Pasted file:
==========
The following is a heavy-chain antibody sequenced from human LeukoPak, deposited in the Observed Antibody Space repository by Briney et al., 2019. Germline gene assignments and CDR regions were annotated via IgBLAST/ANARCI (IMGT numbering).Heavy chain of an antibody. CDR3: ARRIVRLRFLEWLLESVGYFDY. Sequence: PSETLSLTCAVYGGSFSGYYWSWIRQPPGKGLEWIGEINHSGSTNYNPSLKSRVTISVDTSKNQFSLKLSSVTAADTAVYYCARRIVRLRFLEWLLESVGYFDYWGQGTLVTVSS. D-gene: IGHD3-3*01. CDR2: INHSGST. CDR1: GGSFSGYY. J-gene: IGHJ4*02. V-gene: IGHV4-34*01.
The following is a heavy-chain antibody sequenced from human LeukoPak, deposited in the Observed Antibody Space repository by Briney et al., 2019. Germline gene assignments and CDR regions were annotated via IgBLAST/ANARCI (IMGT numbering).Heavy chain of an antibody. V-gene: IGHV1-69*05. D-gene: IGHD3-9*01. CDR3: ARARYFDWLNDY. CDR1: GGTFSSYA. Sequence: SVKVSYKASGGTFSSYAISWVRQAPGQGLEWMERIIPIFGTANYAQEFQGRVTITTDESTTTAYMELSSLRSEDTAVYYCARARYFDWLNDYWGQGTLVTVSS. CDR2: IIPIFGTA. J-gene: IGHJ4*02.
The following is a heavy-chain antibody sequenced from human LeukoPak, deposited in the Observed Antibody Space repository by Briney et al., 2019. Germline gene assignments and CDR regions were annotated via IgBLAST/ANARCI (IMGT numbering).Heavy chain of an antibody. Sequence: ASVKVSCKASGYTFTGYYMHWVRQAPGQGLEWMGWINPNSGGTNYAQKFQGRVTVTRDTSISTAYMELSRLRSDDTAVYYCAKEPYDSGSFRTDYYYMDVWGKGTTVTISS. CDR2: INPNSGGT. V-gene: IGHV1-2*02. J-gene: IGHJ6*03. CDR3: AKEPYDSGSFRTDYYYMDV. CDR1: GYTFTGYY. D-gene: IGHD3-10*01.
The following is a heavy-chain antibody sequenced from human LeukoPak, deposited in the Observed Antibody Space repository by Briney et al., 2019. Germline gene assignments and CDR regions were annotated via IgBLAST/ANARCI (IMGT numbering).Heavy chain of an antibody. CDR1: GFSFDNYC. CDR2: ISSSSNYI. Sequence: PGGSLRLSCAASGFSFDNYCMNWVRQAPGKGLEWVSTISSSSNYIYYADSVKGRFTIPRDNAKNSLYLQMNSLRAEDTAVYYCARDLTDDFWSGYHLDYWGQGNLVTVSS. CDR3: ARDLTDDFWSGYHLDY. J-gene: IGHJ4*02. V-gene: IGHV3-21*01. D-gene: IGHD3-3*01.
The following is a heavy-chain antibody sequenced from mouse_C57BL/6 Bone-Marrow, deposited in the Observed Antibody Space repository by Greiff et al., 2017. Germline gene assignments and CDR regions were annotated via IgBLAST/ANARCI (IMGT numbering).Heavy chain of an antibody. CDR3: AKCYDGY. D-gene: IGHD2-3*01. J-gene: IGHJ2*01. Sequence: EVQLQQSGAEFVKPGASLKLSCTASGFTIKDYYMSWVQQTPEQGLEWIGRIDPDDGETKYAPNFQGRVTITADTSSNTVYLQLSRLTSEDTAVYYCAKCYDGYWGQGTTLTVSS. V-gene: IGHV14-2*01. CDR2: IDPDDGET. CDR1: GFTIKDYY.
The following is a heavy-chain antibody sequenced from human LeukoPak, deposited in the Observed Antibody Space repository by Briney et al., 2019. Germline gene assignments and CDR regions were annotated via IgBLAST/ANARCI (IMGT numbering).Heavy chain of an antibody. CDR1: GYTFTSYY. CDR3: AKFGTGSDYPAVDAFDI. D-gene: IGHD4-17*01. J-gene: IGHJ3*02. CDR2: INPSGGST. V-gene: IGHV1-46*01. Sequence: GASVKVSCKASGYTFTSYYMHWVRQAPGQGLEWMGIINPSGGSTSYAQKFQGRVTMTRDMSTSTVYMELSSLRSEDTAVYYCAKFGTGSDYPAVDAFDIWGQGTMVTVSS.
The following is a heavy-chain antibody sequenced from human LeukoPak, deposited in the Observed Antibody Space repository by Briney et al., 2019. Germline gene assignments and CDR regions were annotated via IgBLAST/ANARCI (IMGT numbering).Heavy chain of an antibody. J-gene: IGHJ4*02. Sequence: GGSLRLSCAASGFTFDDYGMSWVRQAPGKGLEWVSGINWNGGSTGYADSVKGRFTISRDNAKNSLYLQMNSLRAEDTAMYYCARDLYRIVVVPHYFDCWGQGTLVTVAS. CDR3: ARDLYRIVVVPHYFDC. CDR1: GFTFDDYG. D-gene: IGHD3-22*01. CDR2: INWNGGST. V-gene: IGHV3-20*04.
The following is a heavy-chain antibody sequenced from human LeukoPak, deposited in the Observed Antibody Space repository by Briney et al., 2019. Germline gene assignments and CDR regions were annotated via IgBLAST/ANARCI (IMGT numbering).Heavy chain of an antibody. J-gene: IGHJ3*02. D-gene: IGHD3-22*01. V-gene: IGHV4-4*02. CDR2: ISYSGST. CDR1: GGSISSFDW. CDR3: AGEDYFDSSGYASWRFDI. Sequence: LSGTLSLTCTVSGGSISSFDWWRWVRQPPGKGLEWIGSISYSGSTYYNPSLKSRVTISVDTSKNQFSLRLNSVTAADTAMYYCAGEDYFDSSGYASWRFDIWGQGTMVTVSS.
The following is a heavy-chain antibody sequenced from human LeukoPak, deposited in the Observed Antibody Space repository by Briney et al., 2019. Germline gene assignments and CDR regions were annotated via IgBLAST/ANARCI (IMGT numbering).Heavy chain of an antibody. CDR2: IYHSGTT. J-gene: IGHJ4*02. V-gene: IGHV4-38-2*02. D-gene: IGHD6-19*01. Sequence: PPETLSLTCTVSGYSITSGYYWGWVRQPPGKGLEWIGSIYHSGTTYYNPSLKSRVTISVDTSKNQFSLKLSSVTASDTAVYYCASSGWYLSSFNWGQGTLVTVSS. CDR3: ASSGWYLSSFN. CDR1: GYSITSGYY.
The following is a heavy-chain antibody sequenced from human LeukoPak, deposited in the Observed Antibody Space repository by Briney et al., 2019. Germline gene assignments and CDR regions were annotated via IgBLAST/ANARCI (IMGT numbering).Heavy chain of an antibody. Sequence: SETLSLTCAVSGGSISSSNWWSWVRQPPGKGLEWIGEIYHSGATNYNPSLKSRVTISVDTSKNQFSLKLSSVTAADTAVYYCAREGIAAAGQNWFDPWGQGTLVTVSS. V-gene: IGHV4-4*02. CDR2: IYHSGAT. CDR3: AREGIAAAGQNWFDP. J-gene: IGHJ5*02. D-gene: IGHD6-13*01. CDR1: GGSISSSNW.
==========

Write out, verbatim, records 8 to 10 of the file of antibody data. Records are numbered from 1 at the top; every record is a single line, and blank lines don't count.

The following is a heavy-chain antibody sequenced from human LeukoPak, deposited in the Observed Antibody Space repository by Briney et al., 2019. Germline gene assignments and CDR regions were annotated via IgBLAST/ANARCI (IMGT numbering).Heavy chain of an antibody. J-gene: IGHJ3*02. D-gene: IGHD3-22*01. V-gene: IGHV4-4*02. CDR2: ISYSGST. CDR1: GGSISSFDW. CDR3: AGEDYFDSSGYASWRFDI. Sequence: LSGTLSLTCTVSGGSISSFDWWRWVRQPPGKGLEWIGSISYSGSTYYNPSLKSRVTISVDTSKNQFSLRLNSVTAADTAMYYCAGEDYFDSSGYASWRFDIWGQGTMVTVSS.
The following is a heavy-chain antibody sequenced from human LeukoPak, deposited in the Observed Antibody Space repository by Briney et al., 2019. Germline gene assignments and CDR regions were annotated via IgBLAST/ANARCI (IMGT numbering).Heavy chain of an antibody. CDR2: IYHSGTT. J-gene: IGHJ4*02. V-gene: IGHV4-38-2*02. D-gene: IGHD6-19*01. Sequence: PPETLSLTCTVSGYSITSGYYWGWVRQPPGKGLEWIGSIYHSGTTYYNPSLKSRVTISVDTSKNQFSLKLSSVTASDTAVYYCASSGWYLSSFNWGQGTLVTVSS. CDR3: ASSGWYLSSFN. CDR1: GYSITSGYY.
The following is a heavy-chain antibody sequenced from human LeukoPak, deposited in the Observed Antibody Space repository by Briney et al., 2019. Germline gene assignments and CDR regions were annotated via IgBLAST/ANARCI (IMGT numbering).Heavy chain of an antibody. Sequence: SETLSLTCAVSGGSISSSNWWSWVRQPPGKGLEWIGEIYHSGATNYNPSLKSRVTISVDTSKNQFSLKLSSVTAADTAVYYCAREGIAAAGQNWFDPWGQGTLVTVSS. V-gene: IGHV4-4*02. CDR2: IYHSGAT. CDR3: AREGIAAAGQNWFDP. J-gene: IGHJ5*02. D-gene: IGHD6-13*01. CDR1: GGSISSSNW.